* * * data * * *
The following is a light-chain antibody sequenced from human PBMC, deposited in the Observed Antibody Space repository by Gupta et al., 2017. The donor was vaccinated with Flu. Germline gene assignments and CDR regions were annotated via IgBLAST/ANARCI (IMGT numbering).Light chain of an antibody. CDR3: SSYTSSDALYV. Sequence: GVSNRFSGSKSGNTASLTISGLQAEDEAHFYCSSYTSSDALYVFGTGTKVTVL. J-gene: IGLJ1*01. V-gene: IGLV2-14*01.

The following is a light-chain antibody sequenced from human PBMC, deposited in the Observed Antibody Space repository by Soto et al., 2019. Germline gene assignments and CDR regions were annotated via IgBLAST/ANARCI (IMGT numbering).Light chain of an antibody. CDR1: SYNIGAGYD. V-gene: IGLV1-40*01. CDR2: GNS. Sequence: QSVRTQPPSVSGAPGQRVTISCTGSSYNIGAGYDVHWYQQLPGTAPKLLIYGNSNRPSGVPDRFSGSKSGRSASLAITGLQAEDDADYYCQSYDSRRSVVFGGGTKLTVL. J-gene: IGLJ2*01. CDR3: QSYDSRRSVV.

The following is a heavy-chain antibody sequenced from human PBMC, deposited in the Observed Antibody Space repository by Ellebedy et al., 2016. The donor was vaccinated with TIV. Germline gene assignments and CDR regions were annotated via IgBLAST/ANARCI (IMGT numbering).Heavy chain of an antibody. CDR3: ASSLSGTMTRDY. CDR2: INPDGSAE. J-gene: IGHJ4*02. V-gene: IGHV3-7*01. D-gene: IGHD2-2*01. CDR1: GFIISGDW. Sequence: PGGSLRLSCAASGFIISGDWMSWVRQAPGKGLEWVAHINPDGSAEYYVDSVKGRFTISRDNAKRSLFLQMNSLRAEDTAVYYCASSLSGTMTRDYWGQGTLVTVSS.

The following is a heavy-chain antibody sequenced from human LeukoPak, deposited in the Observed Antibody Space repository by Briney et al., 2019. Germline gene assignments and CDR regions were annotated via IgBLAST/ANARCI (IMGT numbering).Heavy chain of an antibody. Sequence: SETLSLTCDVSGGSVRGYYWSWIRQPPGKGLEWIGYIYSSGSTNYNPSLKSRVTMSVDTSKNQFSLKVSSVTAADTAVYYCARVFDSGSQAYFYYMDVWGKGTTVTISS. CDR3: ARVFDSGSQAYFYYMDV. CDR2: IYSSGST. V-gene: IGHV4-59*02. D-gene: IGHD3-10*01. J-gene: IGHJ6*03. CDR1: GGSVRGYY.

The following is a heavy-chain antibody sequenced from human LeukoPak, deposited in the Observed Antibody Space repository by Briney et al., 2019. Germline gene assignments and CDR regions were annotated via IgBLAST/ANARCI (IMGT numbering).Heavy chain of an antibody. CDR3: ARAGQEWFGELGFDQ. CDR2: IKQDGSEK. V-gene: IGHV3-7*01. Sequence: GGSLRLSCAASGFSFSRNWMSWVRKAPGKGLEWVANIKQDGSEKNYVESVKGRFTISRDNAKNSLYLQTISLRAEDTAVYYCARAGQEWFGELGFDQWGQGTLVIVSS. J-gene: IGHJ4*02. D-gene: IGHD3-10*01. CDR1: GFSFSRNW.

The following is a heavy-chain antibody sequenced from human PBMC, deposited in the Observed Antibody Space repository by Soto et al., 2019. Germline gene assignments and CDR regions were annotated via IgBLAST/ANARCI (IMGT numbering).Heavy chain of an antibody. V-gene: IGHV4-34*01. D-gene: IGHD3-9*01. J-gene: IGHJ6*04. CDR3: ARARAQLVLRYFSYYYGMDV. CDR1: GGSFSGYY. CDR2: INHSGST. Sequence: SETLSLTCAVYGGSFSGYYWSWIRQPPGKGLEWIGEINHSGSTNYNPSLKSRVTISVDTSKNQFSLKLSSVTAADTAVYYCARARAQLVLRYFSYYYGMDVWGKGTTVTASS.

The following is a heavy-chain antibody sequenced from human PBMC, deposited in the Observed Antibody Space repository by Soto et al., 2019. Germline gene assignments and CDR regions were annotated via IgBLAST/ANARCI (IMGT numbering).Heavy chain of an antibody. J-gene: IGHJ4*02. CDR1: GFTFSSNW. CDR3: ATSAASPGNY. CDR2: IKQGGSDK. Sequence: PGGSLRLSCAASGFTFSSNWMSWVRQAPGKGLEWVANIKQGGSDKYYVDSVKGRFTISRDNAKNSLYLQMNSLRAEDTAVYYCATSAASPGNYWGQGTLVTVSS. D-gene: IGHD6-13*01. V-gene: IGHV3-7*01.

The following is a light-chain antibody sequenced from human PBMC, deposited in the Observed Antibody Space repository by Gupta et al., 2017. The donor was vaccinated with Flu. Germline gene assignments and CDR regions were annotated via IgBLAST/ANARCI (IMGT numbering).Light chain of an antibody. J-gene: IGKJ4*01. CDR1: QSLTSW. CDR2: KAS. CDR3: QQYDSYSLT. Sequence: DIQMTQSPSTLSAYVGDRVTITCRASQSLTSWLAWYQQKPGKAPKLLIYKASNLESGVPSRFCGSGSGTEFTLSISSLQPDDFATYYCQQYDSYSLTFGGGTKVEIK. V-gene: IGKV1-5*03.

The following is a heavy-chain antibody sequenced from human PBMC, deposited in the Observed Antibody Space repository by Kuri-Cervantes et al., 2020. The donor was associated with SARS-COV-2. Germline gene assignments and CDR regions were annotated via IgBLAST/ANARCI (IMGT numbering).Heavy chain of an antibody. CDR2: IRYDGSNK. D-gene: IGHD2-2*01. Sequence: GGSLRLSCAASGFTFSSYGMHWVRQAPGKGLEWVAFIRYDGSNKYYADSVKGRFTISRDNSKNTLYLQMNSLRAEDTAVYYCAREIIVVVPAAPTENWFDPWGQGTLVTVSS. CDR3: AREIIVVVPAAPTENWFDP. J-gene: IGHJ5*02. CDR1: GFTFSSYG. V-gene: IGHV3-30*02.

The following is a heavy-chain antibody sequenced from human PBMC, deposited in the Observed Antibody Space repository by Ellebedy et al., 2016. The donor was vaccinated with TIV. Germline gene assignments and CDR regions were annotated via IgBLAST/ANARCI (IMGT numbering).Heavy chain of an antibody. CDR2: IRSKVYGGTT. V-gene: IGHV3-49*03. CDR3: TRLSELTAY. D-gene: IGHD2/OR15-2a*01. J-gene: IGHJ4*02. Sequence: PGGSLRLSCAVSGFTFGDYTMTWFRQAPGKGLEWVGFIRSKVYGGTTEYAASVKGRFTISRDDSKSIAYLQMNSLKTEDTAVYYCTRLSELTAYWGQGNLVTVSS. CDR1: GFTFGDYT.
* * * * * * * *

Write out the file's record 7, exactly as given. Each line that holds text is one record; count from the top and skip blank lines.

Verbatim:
The following is a heavy-chain antibody sequenced from human PBMC, deposited in the Observed Antibody Space repository by Soto et al., 2019. Germline gene assignments and CDR regions were annotated via IgBLAST/ANARCI (IMGT numbering).Heavy chain of an antibody. J-gene: IGHJ4*02. CDR1: GFTFSSNW. CDR3: ATSAASPGNY. CDR2: IKQGGSDK. Sequence: PGGSLRLSCAASGFTFSSNWMSWVRQAPGKGLEWVANIKQGGSDKYYVDSVKGRFTISRDNAKNSLYLQMNSLRAEDTAVYYCATSAASPGNYWGQGTLVTVSS. D-gene: IGHD6-13*01. V-gene: IGHV3-7*01.